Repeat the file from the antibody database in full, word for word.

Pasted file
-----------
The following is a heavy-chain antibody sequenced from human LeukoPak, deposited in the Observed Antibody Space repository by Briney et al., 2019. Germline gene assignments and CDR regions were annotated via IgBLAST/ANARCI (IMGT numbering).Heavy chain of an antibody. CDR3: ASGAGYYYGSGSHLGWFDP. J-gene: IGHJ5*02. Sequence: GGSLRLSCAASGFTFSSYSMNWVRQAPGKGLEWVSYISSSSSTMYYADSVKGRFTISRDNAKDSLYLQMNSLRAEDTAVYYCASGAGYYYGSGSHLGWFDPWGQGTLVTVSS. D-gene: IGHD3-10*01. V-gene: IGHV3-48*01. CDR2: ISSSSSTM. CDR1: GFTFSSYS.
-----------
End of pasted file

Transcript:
The following is a heavy-chain antibody sequenced from human LeukoPak, deposited in the Observed Antibody Space repository by Briney et al., 2019. Germline gene assignments and CDR regions were annotated via IgBLAST/ANARCI (IMGT numbering).Heavy chain of an antibody. CDR3: ASGAGYYYGSGSHLGWFDP. J-gene: IGHJ5*02. Sequence: GGSLRLSCAASGFTFSSYSMNWVRQAPGKGLEWVSYISSSSSTMYYADSVKGRFTISRDNAKDSLYLQMNSLRAEDTAVYYCASGAGYYYGSGSHLGWFDPWGQGTLVTVSS. D-gene: IGHD3-10*01. V-gene: IGHV3-48*01. CDR2: ISSSSSTM. CDR1: GFTFSSYS.